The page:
Tuesday, December 14, 2010

Catching up with a friend

A guy I used to ski with a lot came by the shop the other day to visit. He also used to live right around the corner. Somehow, even before he moved, we did less and less together as his employment changed and our schedules didn't match. We're always glad to see each other. We just don't manage to do more than chat in passing.

He was born in this area. He grew up skiing the way people do around here. He skied cross-country and downhill. Like most people, he found the downhill more interesting until he destroyed his knee in a silly fall at Sunday River.

Funny how the drastic injuries seem to come from unspectacular crashes. He was actually trying to get up from a minor fall, but his ski tail was trapped in such a way that he blew his knee apart just by trying to rise.

When I met him he was developing his Telemark skills so he could ski freely in the woods on his heavy touring gear. He had the advantage of a lifetime of downhill skiing, so he learned rapidly. We started on almost the same level as free-heel downhillers, but his overall ski experience and well-practiced disregard for personal safety have propelled him farther than I care to go.

As Telemark skiing started to evolve in the late 1990s, I went through only a couple of stages of mutation with it. I never found a plastic boot I liked, and I never got a super fat ski. My friend has stayed nearer the edge of that advancing front. During his visit he said something about "reverse camber skis." I looked blankly at him.

"We used to call it a bent ski," he said. "It makes a longer ski ski like a short one, but still gives you the float of a big ski in soft snow.

It sounds like sort of a variable wheelbase, as if you could change your bike from a short, tight criterium bike to a comfy open-road tourer. In soft snow, the "bent" ski floats on its whole length. Set on edge, the pre-bent section initiates a turn instantly. On hard pack the contact area is actually shorter. As a downhill tool it sounds very functional.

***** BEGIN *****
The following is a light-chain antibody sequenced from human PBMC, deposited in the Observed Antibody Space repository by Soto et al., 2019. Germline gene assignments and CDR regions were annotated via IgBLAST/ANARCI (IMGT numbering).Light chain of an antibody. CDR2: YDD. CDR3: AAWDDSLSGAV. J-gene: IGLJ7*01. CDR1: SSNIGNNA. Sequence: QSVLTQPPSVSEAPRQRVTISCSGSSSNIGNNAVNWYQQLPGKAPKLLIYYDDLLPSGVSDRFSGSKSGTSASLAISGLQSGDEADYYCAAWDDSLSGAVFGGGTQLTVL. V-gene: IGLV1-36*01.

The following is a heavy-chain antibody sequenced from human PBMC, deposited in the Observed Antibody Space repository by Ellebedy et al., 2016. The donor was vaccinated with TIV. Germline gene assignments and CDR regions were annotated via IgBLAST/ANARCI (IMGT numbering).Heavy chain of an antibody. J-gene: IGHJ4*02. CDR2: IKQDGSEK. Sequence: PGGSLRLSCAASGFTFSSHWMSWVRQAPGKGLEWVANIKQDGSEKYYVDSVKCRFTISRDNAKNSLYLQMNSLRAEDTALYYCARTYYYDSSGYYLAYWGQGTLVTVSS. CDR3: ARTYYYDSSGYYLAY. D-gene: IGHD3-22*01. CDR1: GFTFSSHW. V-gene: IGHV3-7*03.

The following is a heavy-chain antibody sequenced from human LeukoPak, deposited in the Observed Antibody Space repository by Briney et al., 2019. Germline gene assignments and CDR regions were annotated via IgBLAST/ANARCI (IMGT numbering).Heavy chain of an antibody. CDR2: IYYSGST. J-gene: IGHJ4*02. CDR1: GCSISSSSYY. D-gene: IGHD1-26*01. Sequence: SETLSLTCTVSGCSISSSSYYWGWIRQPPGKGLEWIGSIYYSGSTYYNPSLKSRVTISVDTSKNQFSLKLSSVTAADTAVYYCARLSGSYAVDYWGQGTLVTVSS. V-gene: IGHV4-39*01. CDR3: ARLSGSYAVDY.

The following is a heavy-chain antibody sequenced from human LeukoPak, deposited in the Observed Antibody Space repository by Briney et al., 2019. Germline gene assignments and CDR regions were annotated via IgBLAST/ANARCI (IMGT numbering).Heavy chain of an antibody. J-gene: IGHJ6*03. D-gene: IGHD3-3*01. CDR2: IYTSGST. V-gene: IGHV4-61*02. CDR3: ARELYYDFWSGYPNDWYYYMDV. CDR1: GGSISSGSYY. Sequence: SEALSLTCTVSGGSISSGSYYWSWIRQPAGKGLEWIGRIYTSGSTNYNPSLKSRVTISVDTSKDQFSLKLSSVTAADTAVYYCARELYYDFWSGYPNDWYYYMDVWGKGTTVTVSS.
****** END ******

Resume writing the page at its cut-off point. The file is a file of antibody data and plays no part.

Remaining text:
"I wouldn't have anything narrower than 95[millimeters] under the foot," he said.

A ski that wide automatically implies a big boot.

Downhill skiing and ice climbing seem to call for quite a bit of pricey gear for a limited activity. That's why I have let my ancient ice tools gather dust, and I ski on old stuff.

The Telemark turn is completely irrelevant on wide, downhill-only skis. It feels nice to assume the position, but the skis are going to come around no matter what. The shape and flex of the boots may make some of them more comfortable than a hinged AT setup for approaches, but I think we passed the exit for "light weight" more than a decade ago.

When I shifted my focus from pointless athletic endeavors to pointless attempts to make art and music I made the final turn away from endless gear and trip cravings. Really, from my 20s I only wanted to live in a place where I could keep myself in halfway decent shape with locally-available activities while I concentrated on my pointless attempts to create. They didn't even seem pointless for the first couple of decades. That only sank in fairly recently. Certainly the sustained distractions that disrupted my happy plan did not help me develop those creative endeavors. So here we are.

Monday, December 13, 2010

Forget everything you knew about brushing

According to the latest issue of The Master Skier, all those groovy metal brushes we've been accumulating are mostly useless. Just keep the copper and one medium steel and use the rest to strip loose hair off of the cat. Take the nylon brush you tossed in a drawer back out and return it to a place of honor.